March 29, 2016

10 Things I Don’t Wish I’d Done Differently As a Mom (Part 2)

A while ago, I Googled “what I wish I’d done differently as a mom” and got 10 million results.
If you read Part 1 of this two-part post, you already know that. (Also: thank you. Plus, one more thing: if you didn't read Part 1, would you mind taking a couple seconds to click back there and just read the set-up for this list? Because otherwise, it's going to look really braggy and all "look-at-me-don't-I-have-my-mom-act-so-together." Which is not the point in any way.)
If I wrote my own done-differently list, I'd have no problem coming up with a post that would be result #10,000,001. I have flubbed, failed, and floundered.
But with 29 cumulative years of mom mileage on me, I’m so thankful to be able to say there are a few things I don’t wish I could undo, by the grace of God.
I'll say it again: these things I have done and things I haven’t done have worked for me and for my girls and for our family.
Some of them may be deal-breakers for you. Some of these may be non-negotiables at your house. 
You may read this list and think, “Good grief, woman! Have you no shame? How can you possibly not regret this?!” Which is okay, actually.
Because you see, sweet mama, this is not a list* of how I think other moms should do motherhood. This is only a collection of what, with the benefit of some hindsight and two older, happy, healthy, thriving children as evidence, I can leave off my personal do-over wish list, by the grace…



As a mom, I'm thankful I don’t regret that I…
6. Set the bar of expectations low. From family vacations to the house we live in to back-to-school wardrobes to Christmas gifts to birthday parties, our secret to family contentment is pretty simple: promote low expectations.
Our thinking was—and continues to be—that if we set a low bar for what is good and satisfying and acceptable and worth looking forward to, contentment would probably follow. If my family expects M&Ms, and they get triple chocolate layer cake, they’re thrilled and pleasantly surprised and think I am the greatest mom ever. But if they expect the cake and all I deliver is the candy, they’re disappointed. I’d rather exceed low expectations than fall short of high ones.
7. Was “lax” about reading to my babies and toddlers. I knew I was supposed to read to my children…poetry in utero and then classics with discussion in their teen years. But my girls didn’t particularly care about being read to. They reacted to my dramatic interpretations of Chicka Chicka Boom Boom with approximately the same level of enthusiasm they reserved for having their runny noses wiped. So I gave up.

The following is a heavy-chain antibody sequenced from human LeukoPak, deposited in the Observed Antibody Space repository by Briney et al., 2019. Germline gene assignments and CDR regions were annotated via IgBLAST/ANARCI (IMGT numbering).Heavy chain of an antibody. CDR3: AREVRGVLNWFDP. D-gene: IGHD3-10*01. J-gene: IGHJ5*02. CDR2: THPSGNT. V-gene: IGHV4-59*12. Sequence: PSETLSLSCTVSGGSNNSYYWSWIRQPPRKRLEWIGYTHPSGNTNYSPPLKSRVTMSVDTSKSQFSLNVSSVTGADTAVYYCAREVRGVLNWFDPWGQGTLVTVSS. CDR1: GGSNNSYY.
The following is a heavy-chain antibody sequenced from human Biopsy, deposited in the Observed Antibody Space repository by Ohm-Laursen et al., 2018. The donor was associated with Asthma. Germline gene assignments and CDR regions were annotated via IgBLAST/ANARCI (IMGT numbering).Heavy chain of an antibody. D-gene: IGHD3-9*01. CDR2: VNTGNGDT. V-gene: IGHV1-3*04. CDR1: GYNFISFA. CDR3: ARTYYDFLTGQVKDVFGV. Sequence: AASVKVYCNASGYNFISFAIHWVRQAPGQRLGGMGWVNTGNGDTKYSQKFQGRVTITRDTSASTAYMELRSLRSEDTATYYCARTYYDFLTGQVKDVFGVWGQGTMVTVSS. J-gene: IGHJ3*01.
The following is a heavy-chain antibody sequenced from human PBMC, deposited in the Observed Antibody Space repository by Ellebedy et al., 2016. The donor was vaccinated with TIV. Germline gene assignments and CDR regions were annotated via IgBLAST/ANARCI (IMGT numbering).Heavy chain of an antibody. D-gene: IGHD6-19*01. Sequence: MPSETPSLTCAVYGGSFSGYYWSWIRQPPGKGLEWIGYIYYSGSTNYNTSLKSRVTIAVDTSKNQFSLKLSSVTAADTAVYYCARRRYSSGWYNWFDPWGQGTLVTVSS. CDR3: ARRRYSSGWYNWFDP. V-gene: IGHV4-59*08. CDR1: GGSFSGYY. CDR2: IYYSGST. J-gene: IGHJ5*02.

I listened to kid-safe books on CD in the van and around the house, made plenty of actual books available, read in front of them, and left it at that. Today, they’re voracious, enthusiastic, and skilled readers. They’ve both usually got about three books going at once in various formats. Also, they wipe their own runny noses now. It’s all good.
8. Have learned to be okay with my daughters growing up. I well understand the melancholy tug moms feel at seeing their babies mature. I know that tug myself. I look at my tween and teen and long for one more chance to hold them when they still fit in the crook of my neck...or even on my lap.
But whenever I feel sad that my girls are moving from one age or stage to another, I remind myself of something that helps me keep things in perspective: if I asked any parent who has lost a baby or a toddler or a young adult or a middle-aged child what they would give to “have” to watch that child go off to preschool or middle school or college or a job or their first colonoscopy, I know what they’d say. Anything. They would give anything.
Watching my girls grow and mature is a blessing and a gift I try not to take for granted. I also believe this to be true: “There are far, far better things ahead than any we leave behind” (C.S. Lewis).
9. Took—and enjoyed—mom “alone time.” I loved and love being with my girls. But I am a better mom when my batteries are recharged so I have fresh energy to pour into their lives. For me, that recharging happens when I am alone and have a break from some of my maternal duties. And I’m not the only one who has benefited from this occasional separation. See #1, in Part 1 of this post. (You might also like to glance at "5 Reasons Moms Shouldn't Feel Guilty About 'Alone Time'.")
10. Picked my battles. My younger daughter told me one day, “I’m just not gonna get in a big hassle.” I don’t remember what the issue was, but that was how she decided she was going to approach it.
As a mom, I could choose to “get in a big hassle” about every bite of food my girls eat, every minute of TV they watch, every book they read, every outfit they put on, every everything. But I haven’t. And not because I am some laid-back, relaxed personality, either. Please. I drove four college roommates to the brink of insanity with my uptightness. (I’m so sorry, girls.)